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Thread: Building a bog -- question

  1. #1
    sda
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    Okay, so after a couple years of lugging HUGE undrained pots of CPs in and out of the house every spring and fall, I've decided to build a bog in my back yard to just leave the plants in year-round (plus most of my pitcher plants and cobrar lilies are really spreading, so I need more room, anyway). Its a very nice location -- small yard, completely fenced in by a six-foot tall white vinyl fence (so no stray critters other than squirrels and birds), and a large tree (bog location will get 1/2 to 3/4 day of sun, though). My question is this: can I transplant my CPs now (American pitcher plants, Venus flytraps, cobra lilies, and temperate sundews are going into the bog), or is it best that I wait until fall as the plants start to go dormant (or even next spring before the plants come out of dormancy?). Oh, and I know that I'll need to provide additional shelter for the cold winter months -- probably will cover the bog with a tarp and then a thick layer of straw or leaves.

    Ideas? Suggestions? I'm in zone 6 or upstate/western New York. Its been ungodly HOT and humid here the past couple weeks. If I transplant now should I at least wait for the heat to break?

    Thanks.

    - Scott

  2. #2

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    I would wait in Transplanting until spring, right when before they come out of dormancy.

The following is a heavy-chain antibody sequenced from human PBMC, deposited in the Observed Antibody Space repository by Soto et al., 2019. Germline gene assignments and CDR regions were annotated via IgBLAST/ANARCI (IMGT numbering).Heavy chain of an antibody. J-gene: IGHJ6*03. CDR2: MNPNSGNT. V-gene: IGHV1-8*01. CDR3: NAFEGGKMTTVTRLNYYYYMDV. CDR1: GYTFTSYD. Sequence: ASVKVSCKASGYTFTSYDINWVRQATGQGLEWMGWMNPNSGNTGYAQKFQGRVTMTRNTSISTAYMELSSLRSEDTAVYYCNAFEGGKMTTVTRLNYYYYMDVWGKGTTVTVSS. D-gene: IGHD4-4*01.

\"Are you suggesting coconuts migrate?\"

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  3. #3
    jack's Avatar
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    I would wait until spring also, no reason to take chances. Have you thought about putting your plants in your bog in thier containers? You would get an idea about were to place your plants, the amount of light they will get, and if you see problems arise that you didn't think about there much easier to move. I have mine in a bog but left them in there containers and its worked great for me. Somtimes I can even believe I'm in a bog in the Carolinas . Jack
    'Celebrate the birth of our nation by blowing a little piece of it up'.The Simpsons.
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  4. #4
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    The Sarracenia and Sundew are ok to transplant, but the VFT suffers from shock...to get around that what you can do is turn your pot upsidedown and remove it all ( dirt and plant ) that way you don't disturb the roots ( that is what will shock it ). As long as the roots aren't exposed and/or played with, the shock will be little to none.

    The cobra lily needs a constant soucre of cold water running over the roots, so it may not be wise to plant that in a bog...they are a better indoor plant.( my opinion )

    In the winter, you got it, just cover... Placing like you said leaves or even covering it with a blanket ( tucking them in for the winter ) wouldn't be bad. You just want to keep the roots from freezing.

    I know that Nepenthes Gracilis has an outdoor bog that does fine with his S. purpuera.

    I also know that Tony Paroubek is in New York as well ( although I don't know if he grows outside ).